Congratulations to Dr Susannah Avery-Quash, who has edited the notebooks and written detailed introductions. Buy a copy here.

Andy Warhol should have thought of this

May 19 2011

Image of Andy Warhol should have thought of this

Picture: Lee Hadwin

Donald Trump is reported to have paid a 'six figure sum' for the above, by Lee Hadwin.

Lee, a former nurse, paints while he sleepwalks. From the Daily Post:

Explaining how it all began, Lee said: “I was staying at my mate’s house and I drew on his mum’s kitchen wall without knowing. He ended up getting the blame for it because his mum thought we had just been drunk. But my mum caught me under the stairs drawing, and it’s gone on from there. It started out just being scribbles everywhere, and I still do scribbles from time to time."

“But then I started doing proper artwork, really complicated things.” 

Lee said he can draw between two or three times in a good week, with ordeals in his life playing a part in his creations.

I wonder what currency the six-figure sum was in. Rupees?

Re-joining 'Leftover Mountain Painting'

May 19 2011

Image of Re-joining 'Leftover Mountain Painting'

Picture: CNTV

Great excitement in China as the two halves of one of China's most famous landscapes are to be reunited. 'Leftover Mountain Painting', painted by Huang Gongwang in c.1350, is travelling to Taiwan to be joined together with 'The Wuyongshi Painting'. More here, and a video here

Easter Island comes to Liverpool

May 19 2011

Image of Easter Island comes to Liverpool

Picture: Liverpool Echo

A basalt statue from Easter Island has gone on display in Liverpool's World Museum. On loan from the British Museum, it was stolen removed from Easter Island by the crew of HMS Topaze in 1868. 

Met App

May 18 2011

Image of Met App

This must be the first of many: the Met Museum has launched an iPad interactive e-publication. The exhibition is Poetry in Clay: Korean Buncheong Ceramics from Leeum, Samsung Museum of Art. Download it here.

No more reckless de-accessioning in NY

May 18 2011

A potentially important development in New York state. From the Wall Street Journal:

Important museum pieces will be protected under rules adopted by the New York state Board of Regents. The Regents approved new rules that would restrict the sale of museum pieces as facilities face continued hard fiscal times.

The rules would require proceeds from sales to be used for acquisitions and would also seek to keep museum relics and pieces in the public domain even if a museum shuts down.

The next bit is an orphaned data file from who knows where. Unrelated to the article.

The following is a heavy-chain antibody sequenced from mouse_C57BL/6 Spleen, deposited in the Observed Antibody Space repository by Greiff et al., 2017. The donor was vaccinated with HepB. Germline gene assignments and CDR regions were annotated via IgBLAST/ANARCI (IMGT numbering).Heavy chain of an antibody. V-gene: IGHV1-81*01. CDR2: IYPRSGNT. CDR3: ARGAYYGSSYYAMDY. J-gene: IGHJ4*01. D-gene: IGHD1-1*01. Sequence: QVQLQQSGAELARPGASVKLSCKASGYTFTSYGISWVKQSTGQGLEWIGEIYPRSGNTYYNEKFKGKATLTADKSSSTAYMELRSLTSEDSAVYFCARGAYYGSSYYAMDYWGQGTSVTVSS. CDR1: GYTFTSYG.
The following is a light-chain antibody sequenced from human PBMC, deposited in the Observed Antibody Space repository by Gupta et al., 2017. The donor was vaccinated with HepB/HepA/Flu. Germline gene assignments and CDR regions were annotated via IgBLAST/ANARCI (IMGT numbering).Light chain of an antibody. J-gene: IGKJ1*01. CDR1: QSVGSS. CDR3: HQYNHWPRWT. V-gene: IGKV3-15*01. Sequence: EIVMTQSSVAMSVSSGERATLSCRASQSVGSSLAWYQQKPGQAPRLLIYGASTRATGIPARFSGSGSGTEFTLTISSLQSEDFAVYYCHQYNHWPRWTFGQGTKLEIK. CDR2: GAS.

Former Assemblyman Richard Brodsky of Westchester says the rules will prohibit important cultural pieces being sold to private collectors in order to pay for operating expenses.

Meanwhile, in Scotland

May 18 2011

Image of Meanwhile, in Scotland

Picture: NMS

Interesting to note the contrasting fortunes of two museums in Scotland. According to The Scotsman:

  • The National Museum of Scotland has blitzed its public appeal target, raising £13.6m. This total included £1m from 'reclusive tycoon' Dr Walter Scott, and £2m bequeathed by Adele Stewart, a spinster. National Museums Scotland had already raised £17.8m from the Heritage Lottery Fund, and £16m from the Scottish Executive Government. 
  • The National Galleries of Scotland, however, have not fared so well. The campaign to raise £7.5m for the refurbishment of the Scottish National Portrait Gallery fell short, and a £2m bail-out from the Scottish Government was needed. 

Does the discrepancy mean the Scots are philistines? I doubt it, since both projects essentially revolved around the telling of Scottish history. Perhaps it just came down to the quality of the appeals. 

Gainsborough's House

May 18 2011

Image of Gainsborough's House

Some very sad news about Gainsborough's House in Sudbury. The museum, Gainsborough's birthplace, is apparently facing a funding crisis. Diane Perkins, the excellent Director, has been made redundant. 

Who will run it now? It has always suffered slightly from an identity crisis, being not quite devoted to Gainsborough, whilst trying to be a contemporary art space for the region. Perhaps the trustees should use this opportunity to shift the focus of Gainsborough's House to a proper 'centre of excellence' for the study of Gainsborough and, say, the Norwich School. A tie up with the Paul Mellon Centre perhaps?